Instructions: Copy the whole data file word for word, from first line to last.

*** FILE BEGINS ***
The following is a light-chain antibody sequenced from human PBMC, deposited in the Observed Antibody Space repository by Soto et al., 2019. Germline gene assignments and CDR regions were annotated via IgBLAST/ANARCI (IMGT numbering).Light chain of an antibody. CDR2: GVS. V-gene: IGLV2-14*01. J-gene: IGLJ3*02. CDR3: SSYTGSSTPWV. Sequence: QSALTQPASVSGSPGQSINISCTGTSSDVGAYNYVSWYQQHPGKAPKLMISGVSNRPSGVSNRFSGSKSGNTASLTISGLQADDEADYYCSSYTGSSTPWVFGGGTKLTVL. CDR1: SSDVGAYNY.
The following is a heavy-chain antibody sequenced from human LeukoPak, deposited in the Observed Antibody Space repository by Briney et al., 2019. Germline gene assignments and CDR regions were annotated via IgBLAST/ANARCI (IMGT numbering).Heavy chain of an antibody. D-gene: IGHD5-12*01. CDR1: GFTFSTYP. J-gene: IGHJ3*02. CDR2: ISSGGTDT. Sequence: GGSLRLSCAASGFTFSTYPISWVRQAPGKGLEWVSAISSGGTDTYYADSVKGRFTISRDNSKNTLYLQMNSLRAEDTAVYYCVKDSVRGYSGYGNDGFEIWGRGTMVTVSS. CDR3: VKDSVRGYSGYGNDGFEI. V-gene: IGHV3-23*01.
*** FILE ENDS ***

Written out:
The following is a light-chain antibody sequenced from human PBMC, deposited in the Observed Antibody Space repository by Soto et al., 2019. Germline gene assignments and CDR regions were annotated via IgBLAST/ANARCI (IMGT numbering).Light chain of an antibody. CDR2: GVS. V-gene: IGLV2-14*01. J-gene: IGLJ3*02. CDR3: SSYTGSSTPWV. Sequence: QSALTQPASVSGSPGQSINISCTGTSSDVGAYNYVSWYQQHPGKAPKLMISGVSNRPSGVSNRFSGSKSGNTASLTISGLQADDEADYYCSSYTGSSTPWVFGGGTKLTVL. CDR1: SSDVGAYNY.
The following is a heavy-chain antibody sequenced from human LeukoPak, deposited in the Observed Antibody Space repository by Briney et al., 2019. Germline gene assignments and CDR regions were annotated via IgBLAST/ANARCI (IMGT numbering).Heavy chain of an antibody. D-gene: IGHD5-12*01. CDR1: GFTFSTYP. J-gene: IGHJ3*02. CDR2: ISSGGTDT. Sequence: GGSLRLSCAASGFTFSTYPISWVRQAPGKGLEWVSAISSGGTDTYYADSVKGRFTISRDNSKNTLYLQMNSLRAEDTAVYYCVKDSVRGYSGYGNDGFEIWGRGTMVTVSS. CDR3: VKDSVRGYSGYGNDGFEI. V-gene: IGHV3-23*01.